In Washington, the Senate votes to strike down the color bar on railroad cars in the District of Columbia

The U.S. Senate was debating a supplementary bill on the charter for the Metropolitan and Alexandria Railroad Company when Senator Charles Sumner proposed the amendment that "no person shall be excluded from the cars on account of color." The measure passed by the narrow margin of nineteen votes to seventeen, mostly Democrat, votes, and became law the following June, when the House refused to strike the amendment from the final bill by a vote of  62 to 76.  (By John Osborne)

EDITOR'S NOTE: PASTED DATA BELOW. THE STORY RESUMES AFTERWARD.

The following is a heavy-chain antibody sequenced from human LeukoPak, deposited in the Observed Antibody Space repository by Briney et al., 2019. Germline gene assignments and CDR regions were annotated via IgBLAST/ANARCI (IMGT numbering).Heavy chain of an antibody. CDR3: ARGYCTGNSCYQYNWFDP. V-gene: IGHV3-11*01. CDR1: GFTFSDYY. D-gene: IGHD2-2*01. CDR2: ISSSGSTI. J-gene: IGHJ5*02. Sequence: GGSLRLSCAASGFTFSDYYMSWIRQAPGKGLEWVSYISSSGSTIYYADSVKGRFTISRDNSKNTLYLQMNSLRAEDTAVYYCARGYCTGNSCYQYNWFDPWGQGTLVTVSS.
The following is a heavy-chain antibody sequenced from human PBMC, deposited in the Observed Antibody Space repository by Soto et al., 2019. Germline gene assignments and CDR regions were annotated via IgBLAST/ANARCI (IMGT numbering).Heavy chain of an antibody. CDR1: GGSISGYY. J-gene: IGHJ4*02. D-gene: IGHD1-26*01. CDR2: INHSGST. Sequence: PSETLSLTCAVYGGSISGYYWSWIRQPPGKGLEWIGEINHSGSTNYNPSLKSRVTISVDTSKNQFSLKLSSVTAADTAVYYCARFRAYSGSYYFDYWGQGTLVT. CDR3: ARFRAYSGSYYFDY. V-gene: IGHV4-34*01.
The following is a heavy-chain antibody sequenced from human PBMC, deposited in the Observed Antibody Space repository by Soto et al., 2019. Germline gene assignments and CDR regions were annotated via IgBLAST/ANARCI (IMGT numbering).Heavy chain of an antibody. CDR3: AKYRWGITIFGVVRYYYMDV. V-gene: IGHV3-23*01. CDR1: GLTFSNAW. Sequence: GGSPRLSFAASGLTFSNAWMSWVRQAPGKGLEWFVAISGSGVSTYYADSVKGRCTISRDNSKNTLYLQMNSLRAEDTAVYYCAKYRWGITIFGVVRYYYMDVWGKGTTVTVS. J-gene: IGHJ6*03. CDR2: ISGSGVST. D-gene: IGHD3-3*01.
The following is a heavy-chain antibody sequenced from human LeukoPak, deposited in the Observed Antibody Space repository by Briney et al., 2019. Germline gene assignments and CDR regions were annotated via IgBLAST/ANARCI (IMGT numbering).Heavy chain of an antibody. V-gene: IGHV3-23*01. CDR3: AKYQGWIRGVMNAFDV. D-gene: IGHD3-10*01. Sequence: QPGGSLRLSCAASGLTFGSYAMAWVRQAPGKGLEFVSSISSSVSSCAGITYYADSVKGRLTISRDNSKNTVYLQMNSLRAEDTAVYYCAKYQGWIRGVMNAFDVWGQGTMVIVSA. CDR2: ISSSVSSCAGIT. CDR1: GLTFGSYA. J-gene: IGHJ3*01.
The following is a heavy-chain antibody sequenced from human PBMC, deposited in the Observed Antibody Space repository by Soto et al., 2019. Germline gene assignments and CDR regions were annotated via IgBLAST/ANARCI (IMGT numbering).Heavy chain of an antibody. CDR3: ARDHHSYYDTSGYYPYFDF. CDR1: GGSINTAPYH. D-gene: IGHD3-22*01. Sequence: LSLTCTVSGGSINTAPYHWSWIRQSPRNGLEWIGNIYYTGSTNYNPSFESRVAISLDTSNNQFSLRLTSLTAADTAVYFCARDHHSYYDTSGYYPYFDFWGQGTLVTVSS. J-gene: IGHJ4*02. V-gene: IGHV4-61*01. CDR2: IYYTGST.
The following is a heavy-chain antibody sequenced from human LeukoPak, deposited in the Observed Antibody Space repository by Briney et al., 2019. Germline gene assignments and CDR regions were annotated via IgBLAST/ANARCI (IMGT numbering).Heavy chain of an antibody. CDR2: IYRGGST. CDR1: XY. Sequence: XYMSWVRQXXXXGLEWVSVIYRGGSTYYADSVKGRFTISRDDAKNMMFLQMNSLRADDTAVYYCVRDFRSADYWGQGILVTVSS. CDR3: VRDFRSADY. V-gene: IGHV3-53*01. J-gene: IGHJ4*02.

Source Citation
Edward McPherson, The Political History of the United States of America, during the Great Rebellion.... (Washington DC: Philp and Solomons, 1865), 242.
Date Certainty
Exact
Type
Lawmaking/Litigating
How to Cite This Page: "In Washington, the Senate votes to strike down the color bar on railroad cars in the District of Columbia," House Divided: The Civil War Research Engine at Dickinson College, https://hd.housedivided.dickinson.edu/index.php/node/42718.